Needlework by Deirdre Sullivan
|Needlework by Deirdre Sullivan|
|Category: General Fiction|
|Reviewer: Luke Marlowe|
|Summary: Dark, powerful, and at times a difficult read, Needlework explores adult subjects with deftness and subtlety. A good and moving read.|
|Buy? Yes||Borrow? Yes|
|Pages: 224||Date: February 2016|
|Publisher: Little Island|
|External links: Author's website|
I would like to make things beautiful, but a tawdry and repulsive kind of beauty. A braver sort than people have from birth. Sexy zombies on a bicep. That sort of thing.
Ces longs to be a tattoo artist and embroider skin with beautiful images. But she has enough to contend with in her life, and surviving her teens long enough to make it as a tattoo artist, may be enough of a struggle. Needlework is a girl struggling to maintain her bodily and spiritual integrity in the face of abuse, violation, and neglect.
I was initially drawn to this book by the cover – a beautifully simple image by artist Steve McArthy. Whilst not initially noticeable, due to the fact that I'm normally mostly covered in tweed jackets and large jumpers, I am absolutely covered in tattoos, courtesy of an addiction that began when I was 17 years old. I have them to mark special occasions, films I love, things I've been through, art I love etc., and imagine I'll get many more as the years go by – there comes a point when it feels a bit too late to stop.
Here, we meet Ces – fascinated by tattoos and tattoo art, she dreams of flesh, art and needles to escape the pain of her situation – neglected and abused, and constantly cold, hungry, and poor. Tattoos here become almost a metaphor for self-harm, and are talked about in a way I'd never thought of them before – angry, constant, scars.
This is not an easy read – it's incredibly dark, and whilst Ces is a companionable enough narrator for the reader, some moments are hard to read, and the bleakness can feel a bit too much at times. But, I think that's why this book works so well – the bleakness is terrible but completely compelling, and one feels that they must keep reading in order to make sure that Ces will make it out of the book okay. The few brief rays of light that appear throughout the book are joyous, and by the end I was left hopeful, if somewhat crushed by Ces's life, and the realisation that, terribly, her life isn't unique – many children are left in positions as awful as hers.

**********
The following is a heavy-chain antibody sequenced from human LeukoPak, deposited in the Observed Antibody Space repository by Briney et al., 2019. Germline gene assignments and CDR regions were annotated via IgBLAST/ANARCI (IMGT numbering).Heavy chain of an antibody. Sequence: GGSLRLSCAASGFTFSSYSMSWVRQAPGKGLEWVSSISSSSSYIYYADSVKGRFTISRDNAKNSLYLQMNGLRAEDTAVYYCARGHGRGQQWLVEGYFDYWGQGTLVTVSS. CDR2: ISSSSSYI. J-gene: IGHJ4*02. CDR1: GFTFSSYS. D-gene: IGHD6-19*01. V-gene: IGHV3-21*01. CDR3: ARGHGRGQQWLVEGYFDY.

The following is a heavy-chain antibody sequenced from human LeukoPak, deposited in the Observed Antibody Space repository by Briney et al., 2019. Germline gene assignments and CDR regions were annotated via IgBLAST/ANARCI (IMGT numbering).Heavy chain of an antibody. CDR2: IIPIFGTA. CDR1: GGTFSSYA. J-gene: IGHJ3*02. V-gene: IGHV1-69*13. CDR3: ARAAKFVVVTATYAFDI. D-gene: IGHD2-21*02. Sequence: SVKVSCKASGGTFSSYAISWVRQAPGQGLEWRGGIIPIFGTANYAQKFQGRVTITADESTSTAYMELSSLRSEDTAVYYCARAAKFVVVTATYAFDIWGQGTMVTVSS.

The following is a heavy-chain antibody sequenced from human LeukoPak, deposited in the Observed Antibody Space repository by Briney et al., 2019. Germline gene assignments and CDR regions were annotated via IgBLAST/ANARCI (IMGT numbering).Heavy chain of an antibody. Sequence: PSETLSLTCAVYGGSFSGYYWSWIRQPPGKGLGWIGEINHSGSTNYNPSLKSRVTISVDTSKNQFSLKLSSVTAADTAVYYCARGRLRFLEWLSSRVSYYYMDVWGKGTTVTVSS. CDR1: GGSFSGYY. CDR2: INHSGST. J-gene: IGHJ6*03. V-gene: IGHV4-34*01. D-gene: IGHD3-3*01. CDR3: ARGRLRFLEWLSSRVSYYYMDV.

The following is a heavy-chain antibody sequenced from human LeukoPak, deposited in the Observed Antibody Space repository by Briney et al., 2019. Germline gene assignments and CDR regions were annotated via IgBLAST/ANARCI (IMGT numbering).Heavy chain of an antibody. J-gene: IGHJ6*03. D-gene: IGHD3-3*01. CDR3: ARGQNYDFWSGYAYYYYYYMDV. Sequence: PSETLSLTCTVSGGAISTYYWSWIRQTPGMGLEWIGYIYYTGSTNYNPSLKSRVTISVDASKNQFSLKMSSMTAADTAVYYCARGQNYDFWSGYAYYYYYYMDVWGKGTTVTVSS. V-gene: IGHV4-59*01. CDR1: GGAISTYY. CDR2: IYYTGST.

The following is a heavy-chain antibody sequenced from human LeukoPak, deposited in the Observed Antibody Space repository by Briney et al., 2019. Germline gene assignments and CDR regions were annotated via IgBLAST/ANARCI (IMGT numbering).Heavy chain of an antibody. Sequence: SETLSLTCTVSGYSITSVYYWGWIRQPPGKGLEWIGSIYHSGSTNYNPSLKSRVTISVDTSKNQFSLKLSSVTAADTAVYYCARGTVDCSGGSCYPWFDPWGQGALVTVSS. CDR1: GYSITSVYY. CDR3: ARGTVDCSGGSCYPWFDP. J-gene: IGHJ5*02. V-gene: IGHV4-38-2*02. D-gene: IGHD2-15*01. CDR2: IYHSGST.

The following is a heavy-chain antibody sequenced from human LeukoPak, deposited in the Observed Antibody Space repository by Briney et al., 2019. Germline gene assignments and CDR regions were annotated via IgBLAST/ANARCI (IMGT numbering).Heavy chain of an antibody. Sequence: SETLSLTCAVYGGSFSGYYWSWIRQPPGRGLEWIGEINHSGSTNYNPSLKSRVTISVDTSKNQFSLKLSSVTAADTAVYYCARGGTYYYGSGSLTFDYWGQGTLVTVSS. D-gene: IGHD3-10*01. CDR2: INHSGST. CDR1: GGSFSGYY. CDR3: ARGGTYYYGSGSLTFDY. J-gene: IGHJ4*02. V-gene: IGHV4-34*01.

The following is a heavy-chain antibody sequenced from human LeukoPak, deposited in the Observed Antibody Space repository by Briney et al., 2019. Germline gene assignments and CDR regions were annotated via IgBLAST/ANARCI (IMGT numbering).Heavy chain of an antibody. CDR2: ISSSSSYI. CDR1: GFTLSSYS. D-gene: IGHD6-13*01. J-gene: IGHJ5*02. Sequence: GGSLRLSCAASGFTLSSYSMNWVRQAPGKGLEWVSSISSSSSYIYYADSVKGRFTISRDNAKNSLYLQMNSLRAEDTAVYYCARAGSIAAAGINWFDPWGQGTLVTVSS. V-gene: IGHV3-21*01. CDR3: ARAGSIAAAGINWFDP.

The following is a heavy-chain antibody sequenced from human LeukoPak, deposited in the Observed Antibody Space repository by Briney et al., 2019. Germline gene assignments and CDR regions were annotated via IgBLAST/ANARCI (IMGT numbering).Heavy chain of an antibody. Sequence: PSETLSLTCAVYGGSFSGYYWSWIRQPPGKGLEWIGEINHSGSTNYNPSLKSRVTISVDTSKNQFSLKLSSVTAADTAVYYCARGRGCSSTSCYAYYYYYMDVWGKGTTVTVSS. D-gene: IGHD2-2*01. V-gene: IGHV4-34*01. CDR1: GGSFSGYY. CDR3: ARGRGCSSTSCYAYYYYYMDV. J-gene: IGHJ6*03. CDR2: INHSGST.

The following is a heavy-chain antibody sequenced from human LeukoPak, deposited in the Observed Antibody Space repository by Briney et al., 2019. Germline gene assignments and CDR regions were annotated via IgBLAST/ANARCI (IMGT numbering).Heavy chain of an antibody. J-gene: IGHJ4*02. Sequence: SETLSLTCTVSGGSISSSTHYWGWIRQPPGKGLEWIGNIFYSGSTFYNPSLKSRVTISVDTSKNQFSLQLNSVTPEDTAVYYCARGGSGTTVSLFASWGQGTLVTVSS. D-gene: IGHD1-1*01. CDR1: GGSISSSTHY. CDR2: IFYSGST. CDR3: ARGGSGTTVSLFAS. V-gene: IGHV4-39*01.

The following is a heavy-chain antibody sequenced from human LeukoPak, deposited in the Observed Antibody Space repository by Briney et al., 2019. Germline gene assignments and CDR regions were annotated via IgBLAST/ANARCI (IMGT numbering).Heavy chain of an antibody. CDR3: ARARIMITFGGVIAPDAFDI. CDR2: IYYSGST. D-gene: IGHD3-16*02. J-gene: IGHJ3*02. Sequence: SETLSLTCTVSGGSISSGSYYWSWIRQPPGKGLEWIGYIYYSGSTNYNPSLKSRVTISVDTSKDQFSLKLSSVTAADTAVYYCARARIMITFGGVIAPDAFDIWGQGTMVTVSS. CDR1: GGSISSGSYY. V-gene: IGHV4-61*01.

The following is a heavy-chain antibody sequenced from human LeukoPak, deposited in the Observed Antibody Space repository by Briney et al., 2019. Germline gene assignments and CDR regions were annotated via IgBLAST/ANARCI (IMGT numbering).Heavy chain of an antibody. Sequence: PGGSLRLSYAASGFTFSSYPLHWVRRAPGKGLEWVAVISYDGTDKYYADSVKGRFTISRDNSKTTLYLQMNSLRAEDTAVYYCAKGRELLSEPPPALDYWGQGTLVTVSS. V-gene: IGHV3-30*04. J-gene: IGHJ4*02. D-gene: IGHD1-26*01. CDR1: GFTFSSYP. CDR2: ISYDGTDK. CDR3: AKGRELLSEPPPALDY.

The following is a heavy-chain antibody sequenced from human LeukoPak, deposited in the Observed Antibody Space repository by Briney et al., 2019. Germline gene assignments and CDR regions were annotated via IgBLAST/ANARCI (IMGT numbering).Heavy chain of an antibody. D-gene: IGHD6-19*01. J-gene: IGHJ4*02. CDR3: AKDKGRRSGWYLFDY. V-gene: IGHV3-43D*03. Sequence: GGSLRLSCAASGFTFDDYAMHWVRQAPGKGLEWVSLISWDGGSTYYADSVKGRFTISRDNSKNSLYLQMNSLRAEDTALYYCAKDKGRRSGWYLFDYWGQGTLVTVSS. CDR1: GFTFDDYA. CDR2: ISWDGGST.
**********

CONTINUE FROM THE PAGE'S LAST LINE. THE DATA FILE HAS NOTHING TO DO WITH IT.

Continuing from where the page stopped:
Not only a great read, this is an important one – any teen in a similar situation may get some support from this, and other teens may well gain empathy and awareness. Not just teens – I'd recommend to a wider range of readers. Difficult issues are dealt with in a sympathetic and understanding manner, and the writing has a lightness of touch that handles the hard themes in a manner that makes them readable and extremely well conveyed. Many thanks to the publishers for the copy.
For further reading I heartily recommend The Gracekeepers by Kirsty Logan – another novel that deals with difficult themes in a graceful and careful manner, captivating the reader and guiding them through the difficult waters.
You can read more book reviews or buy Needlework by Deirdre Sullivan at Amazon.co.uk
You can read more book reviews or buy Needlework by Deirdre Sullivan at Amazon.com.
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